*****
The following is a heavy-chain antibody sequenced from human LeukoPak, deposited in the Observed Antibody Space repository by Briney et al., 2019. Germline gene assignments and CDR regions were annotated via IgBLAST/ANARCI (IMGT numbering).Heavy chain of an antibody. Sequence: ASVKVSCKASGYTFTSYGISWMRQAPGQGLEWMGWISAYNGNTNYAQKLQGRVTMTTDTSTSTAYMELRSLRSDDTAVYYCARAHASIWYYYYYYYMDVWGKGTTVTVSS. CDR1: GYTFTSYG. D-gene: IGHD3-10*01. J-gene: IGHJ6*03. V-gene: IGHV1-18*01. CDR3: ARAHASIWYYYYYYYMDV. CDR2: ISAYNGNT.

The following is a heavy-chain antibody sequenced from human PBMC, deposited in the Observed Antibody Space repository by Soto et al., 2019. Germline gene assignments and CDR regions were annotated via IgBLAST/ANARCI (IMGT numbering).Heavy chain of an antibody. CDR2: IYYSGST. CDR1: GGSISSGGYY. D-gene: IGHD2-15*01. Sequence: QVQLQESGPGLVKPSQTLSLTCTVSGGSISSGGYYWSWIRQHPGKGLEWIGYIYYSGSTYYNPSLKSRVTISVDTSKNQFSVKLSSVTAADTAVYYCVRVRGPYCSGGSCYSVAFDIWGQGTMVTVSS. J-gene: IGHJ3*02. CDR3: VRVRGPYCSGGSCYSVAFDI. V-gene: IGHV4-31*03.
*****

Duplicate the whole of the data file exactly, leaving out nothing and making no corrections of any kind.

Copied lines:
The following is a heavy-chain antibody sequenced from human LeukoPak, deposited in the Observed Antibody Space repository by Briney et al., 2019. Germline gene assignments and CDR regions were annotated via IgBLAST/ANARCI (IMGT numbering).Heavy chain of an antibody. Sequence: ASVKVSCKASGYTFTSYGISWMRQAPGQGLEWMGWISAYNGNTNYAQKLQGRVTMTTDTSTSTAYMELRSLRSDDTAVYYCARAHASIWYYYYYYYMDVWGKGTTVTVSS. CDR1: GYTFTSYG. D-gene: IGHD3-10*01. J-gene: IGHJ6*03. V-gene: IGHV1-18*01. CDR3: ARAHASIWYYYYYYYMDV. CDR2: ISAYNGNT.

The following is a heavy-chain antibody sequenced from human PBMC, deposited in the Observed Antibody Space repository by Soto et al., 2019. Germline gene assignments and CDR regions were annotated via IgBLAST/ANARCI (IMGT numbering).Heavy chain of an antibody. CDR2: IYYSGST. CDR1: GGSISSGGYY. D-gene: IGHD2-15*01. Sequence: QVQLQESGPGLVKPSQTLSLTCTVSGGSISSGGYYWSWIRQHPGKGLEWIGYIYYSGSTYYNPSLKSRVTISVDTSKNQFSVKLSSVTAADTAVYYCVRVRGPYCSGGSCYSVAFDIWGQGTMVTVSS. J-gene: IGHJ3*02. CDR3: VRVRGPYCSGGSCYSVAFDI. V-gene: IGHV4-31*03.